Wishes in your will
Wishes in your will
If you are writing a will, you may be wondering how to set out additional wishes that could help provide guidance on matters you consider important.
Such wishes cannot be legally binding unlike the many important directions in your will that must be adhered to by the executors and trustees of your estate.
These wishes can be included in your will, or can be set out in an attached letter or memoranda. They provide direction to the executors and trustees of your estate. For example they can set out how you wish your estate to be administered, or can relate to something entirely separate from your estate such as how you would like your infant children to be brought up.
A list of common wishes is set out below.
Detailing your preferences for your funeral can be a helpful way of letting family know specific things such as music you wish to be played, or how you would like to be buried. You may also like to detail whether you would want a religious ceremony or not, and what should be said at your funeral service.
You may wish to detail whether you would like your organs to be donated, or if you would like them to be donated for a particular purpose (for example, scientific purposes). You may also wish to expressly state that you do not want to be an organ donor.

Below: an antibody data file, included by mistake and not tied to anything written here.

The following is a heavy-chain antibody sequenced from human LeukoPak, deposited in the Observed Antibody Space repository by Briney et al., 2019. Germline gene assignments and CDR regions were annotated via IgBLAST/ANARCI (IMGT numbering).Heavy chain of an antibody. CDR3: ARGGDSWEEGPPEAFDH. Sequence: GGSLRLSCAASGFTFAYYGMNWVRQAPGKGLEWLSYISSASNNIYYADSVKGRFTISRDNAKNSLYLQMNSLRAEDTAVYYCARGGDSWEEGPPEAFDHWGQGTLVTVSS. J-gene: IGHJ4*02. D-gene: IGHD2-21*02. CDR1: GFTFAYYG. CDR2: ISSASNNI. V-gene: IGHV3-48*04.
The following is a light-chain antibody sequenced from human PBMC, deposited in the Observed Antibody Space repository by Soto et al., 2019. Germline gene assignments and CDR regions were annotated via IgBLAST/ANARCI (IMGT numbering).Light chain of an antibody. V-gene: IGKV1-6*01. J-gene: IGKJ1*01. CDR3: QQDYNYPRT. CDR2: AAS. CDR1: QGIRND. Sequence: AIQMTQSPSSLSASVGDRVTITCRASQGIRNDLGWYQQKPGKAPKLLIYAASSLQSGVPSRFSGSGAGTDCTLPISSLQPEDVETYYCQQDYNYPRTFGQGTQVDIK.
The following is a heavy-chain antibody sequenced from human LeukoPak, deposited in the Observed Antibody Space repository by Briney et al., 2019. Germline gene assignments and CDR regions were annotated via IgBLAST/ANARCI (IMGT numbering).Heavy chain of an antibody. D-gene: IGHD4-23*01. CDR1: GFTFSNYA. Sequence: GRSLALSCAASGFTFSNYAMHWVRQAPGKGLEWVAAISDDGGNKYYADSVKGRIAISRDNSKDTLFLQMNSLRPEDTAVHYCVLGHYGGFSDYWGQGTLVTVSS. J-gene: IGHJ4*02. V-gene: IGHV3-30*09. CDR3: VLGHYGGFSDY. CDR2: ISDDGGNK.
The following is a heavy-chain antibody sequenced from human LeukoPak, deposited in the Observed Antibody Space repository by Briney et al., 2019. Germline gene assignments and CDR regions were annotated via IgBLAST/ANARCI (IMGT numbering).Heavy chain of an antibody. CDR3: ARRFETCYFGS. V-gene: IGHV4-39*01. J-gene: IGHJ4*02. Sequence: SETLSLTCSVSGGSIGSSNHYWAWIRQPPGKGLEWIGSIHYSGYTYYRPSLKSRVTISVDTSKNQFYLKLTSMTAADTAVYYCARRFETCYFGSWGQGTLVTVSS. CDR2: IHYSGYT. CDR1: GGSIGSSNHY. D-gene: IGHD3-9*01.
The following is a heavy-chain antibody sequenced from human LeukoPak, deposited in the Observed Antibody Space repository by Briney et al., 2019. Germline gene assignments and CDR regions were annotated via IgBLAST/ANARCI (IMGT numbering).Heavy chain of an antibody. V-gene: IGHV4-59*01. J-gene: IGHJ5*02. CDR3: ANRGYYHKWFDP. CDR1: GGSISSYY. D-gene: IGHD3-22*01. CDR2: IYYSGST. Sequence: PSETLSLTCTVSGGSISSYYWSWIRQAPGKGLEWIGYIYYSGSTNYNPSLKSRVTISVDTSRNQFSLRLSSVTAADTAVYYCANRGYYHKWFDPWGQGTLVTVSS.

Care of infant children
While your will may set out who is to be the legal guardian of your children, additional wishes can detail how you would like your children to be brought up. This can include things such as whether you would like your children to have a religious upbringing, what sort of school you would like them to go to, or even the dietary preferences you may have for them.
Directions on non-estate assets
You may have a family trust, self-managed superannuation fund or other legal structure that does not form part of your estate, and therefore may not be referred to in your will. A letter of wishes can set out how you would like non-estate assets to be controlled after your death.
You may also wish to detail how you would like the beneficiaries of non-estate assets to spend their inheritance once they reach a certain age (for example to purchase a home, or travel to broaden the mind).
A letter of wishes, or inclusion of wishes in your will, does not mean that your executors and trustees will necessarily follow your guidance. However, it can provide greater understanding of how you wish your estate to be managed, and can be a useful tool in estate planning.
To get advice from expert estate planning lawyers on how to draft wishes in your will, please call Certus Legal Group on 07 3106 3016 or contact us using the form on this page.
This article does not give legal advice and should not be relied upon as such. It is intended to provide general and summary information on legal topics, current at the time of first publication. You should seek professional legal advice before acting or relying on any of the content contained herein.